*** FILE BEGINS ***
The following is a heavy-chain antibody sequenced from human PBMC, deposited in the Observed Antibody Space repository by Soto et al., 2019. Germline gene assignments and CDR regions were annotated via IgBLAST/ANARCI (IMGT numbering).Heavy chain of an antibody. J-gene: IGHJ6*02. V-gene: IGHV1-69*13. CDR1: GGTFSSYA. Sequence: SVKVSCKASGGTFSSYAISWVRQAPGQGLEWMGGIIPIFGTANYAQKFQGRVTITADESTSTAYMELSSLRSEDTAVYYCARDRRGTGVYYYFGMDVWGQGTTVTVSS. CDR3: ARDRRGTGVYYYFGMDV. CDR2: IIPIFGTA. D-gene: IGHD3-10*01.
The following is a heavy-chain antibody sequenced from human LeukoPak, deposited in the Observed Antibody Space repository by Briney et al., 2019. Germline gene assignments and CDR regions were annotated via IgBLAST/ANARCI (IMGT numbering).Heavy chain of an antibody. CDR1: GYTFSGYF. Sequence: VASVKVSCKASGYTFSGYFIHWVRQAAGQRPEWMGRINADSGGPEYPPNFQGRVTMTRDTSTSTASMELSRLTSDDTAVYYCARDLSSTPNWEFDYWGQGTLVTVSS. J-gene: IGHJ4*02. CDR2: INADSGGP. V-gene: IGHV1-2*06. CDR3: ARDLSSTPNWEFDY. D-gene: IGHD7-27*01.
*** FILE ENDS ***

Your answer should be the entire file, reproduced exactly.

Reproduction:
The following is a heavy-chain antibody sequenced from human PBMC, deposited in the Observed Antibody Space repository by Soto et al., 2019. Germline gene assignments and CDR regions were annotated via IgBLAST/ANARCI (IMGT numbering).Heavy chain of an antibody. J-gene: IGHJ6*02. V-gene: IGHV1-69*13. CDR1: GGTFSSYA. Sequence: SVKVSCKASGGTFSSYAISWVRQAPGQGLEWMGGIIPIFGTANYAQKFQGRVTITADESTSTAYMELSSLRSEDTAVYYCARDRRGTGVYYYFGMDVWGQGTTVTVSS. CDR3: ARDRRGTGVYYYFGMDV. CDR2: IIPIFGTA. D-gene: IGHD3-10*01.
The following is a heavy-chain antibody sequenced from human LeukoPak, deposited in the Observed Antibody Space repository by Briney et al., 2019. Germline gene assignments and CDR regions were annotated via IgBLAST/ANARCI (IMGT numbering).Heavy chain of an antibody. CDR1: GYTFSGYF. Sequence: VASVKVSCKASGYTFSGYFIHWVRQAAGQRPEWMGRINADSGGPEYPPNFQGRVTMTRDTSTSTASMELSRLTSDDTAVYYCARDLSSTPNWEFDYWGQGTLVTVSS. J-gene: IGHJ4*02. CDR2: INADSGGP. V-gene: IGHV1-2*06. CDR3: ARDLSSTPNWEFDY. D-gene: IGHD7-27*01.